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Progressive collapse of framed structures
Main content
Progressive collapse of buildings triggered by local damage, when due to gross design-construction mistakes or malicious terroristic attacks, can produce catastrophic scenarios involving large economical and human losses but is also a key feature of most of the controlled demolition processes involving blasts. Therefore, the progressive collapse of 4 bays times 4 bays times 4 storeys framed structures after the sudden loss of one column has been simulated by means of a Discrete Element algorithm. The structure is made of columns supporting horizontal grids of principal beams and thin ceiling slabs. The system is meshed with 5081 massive spheres connected in pairs by 9248 linear elastic Euler-Bernoulli (EB) 3D beam elements and is subjected to gravity acceleration and dead and live load. The generic EB beam is removed from the system (brittle rupture) when its bending and tensile strain are large enough to satisfy a coupled breaking criterion. Disconnected portions of structure can therefore fall colliding with still intact parts and the subsequent rigid inelastic impacts are modeled through Hertzian overlapping.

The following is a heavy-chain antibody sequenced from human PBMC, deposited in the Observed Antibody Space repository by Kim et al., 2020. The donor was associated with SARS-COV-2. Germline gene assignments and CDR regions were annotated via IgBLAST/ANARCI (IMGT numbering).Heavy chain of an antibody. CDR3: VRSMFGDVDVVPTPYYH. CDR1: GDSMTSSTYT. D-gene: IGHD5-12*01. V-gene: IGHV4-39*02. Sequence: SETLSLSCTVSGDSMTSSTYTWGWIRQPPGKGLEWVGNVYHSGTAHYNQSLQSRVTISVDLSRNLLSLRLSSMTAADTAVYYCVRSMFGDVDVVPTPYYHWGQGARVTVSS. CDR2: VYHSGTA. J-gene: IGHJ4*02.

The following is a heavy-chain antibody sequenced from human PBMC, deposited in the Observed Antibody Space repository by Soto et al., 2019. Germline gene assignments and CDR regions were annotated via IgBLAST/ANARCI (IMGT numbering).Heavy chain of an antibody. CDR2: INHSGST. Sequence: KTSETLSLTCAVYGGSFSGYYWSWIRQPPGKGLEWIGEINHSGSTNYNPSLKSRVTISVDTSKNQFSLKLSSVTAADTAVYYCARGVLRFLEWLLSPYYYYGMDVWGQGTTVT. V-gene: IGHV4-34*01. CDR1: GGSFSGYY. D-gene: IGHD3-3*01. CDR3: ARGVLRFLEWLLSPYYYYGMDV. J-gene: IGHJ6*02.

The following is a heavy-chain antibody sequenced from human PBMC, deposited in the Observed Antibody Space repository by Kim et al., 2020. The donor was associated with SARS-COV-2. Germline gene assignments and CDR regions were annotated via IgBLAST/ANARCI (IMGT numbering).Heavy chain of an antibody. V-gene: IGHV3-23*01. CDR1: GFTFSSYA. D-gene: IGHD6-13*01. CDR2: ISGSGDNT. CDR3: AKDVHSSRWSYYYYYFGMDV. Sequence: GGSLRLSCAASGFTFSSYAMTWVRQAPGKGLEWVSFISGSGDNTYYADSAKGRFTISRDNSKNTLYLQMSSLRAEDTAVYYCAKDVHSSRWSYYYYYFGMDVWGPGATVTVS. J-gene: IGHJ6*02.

Increasing the strength and the stiﬀness of the structural elements the transitions from total to partial collapse and from partial to no collapse are registered. The ﬁrst collapse mechanism is always triggered by dynamic stress redistribution while impacts make the collapse propagate to the whole system. Three local collapse mechanisms due to impacts have been individuated: hammer eﬀect of falling ceiling slabs onto the underlying ones; drag eﬀect of falling rubble that laterally hits still intact elements; base cutting of the columns due to the lateral pressure exerted by the rubble stacking on the ground.
The future perspective of this work is to optimise the structural response to local damage keeping the cost of the building as low as possible. In order to do this, many simulations must be performed considering diﬀerent starting damage, geometrical ratios for the frames, structural materials and design strategy. Moreover, geometrical and mechanical disorder, shear walls, bracing and plastic behaviour must be included. Another target of the current research is to increase the size of the studied systems to simulate the progressive collapse of large buildings. This goal can be achieved improving the adopted algorithms (also through parallelisation) and increasing the computational eﬀort.